An environmental NGO has hailed a West Papua district head's decision to recognise customary land rights.
The head of Sorong Regency, Johnny Kamuru, has issued a decree on recognising rights of the Indigenous Peoples of Gelek Malak Kalawilis Pasa over land and forest in Sayosa sub district.
The 3,47-hectare land was being targetted by oil palm producers, who Greenpeace Indonesia's Kiki Taufik, said have been empowered by recent law changes that undermine customary rights.
Greenpeace said the Indonesian government is generally unwilling to enforce laws to stop deforestation on public lands or follow through on its climate commitments.
"The recent enactment of Indonesia's Omnibus Bill will jeopardise and put the republic's environment and social protections at risk," according to Greenpeace Indonesia.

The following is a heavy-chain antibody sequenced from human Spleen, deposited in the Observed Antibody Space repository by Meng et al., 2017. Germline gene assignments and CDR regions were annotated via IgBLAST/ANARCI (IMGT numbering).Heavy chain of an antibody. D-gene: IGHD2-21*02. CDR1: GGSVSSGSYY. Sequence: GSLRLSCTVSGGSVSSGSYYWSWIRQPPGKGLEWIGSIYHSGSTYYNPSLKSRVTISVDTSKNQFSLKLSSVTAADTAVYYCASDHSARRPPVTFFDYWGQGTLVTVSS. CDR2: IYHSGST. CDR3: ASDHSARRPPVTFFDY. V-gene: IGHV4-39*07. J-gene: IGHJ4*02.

It said standards of laws and regulations for the protection will be weakened and will bring Indonesian environmental and social safeguards even further than the generally accepted global standards in financing sustainable development.
In a new report, Greenpeace said Indonesia's national forest estate is riddled with illegal palm oil plantations, according to an analysis by Greenpeace Indonesia and Treemap.
Despite the designated area being off-limits to plantations, the analysis has found at least 600 plantation companies have illegal operations set up inside the forest estate, which includes National Parks, Ramsar Convention wetlands and UNESCO World Heritage sites.
These land areas represent some of the highest levels of biodiversity and are critical in tackling the climate crisis.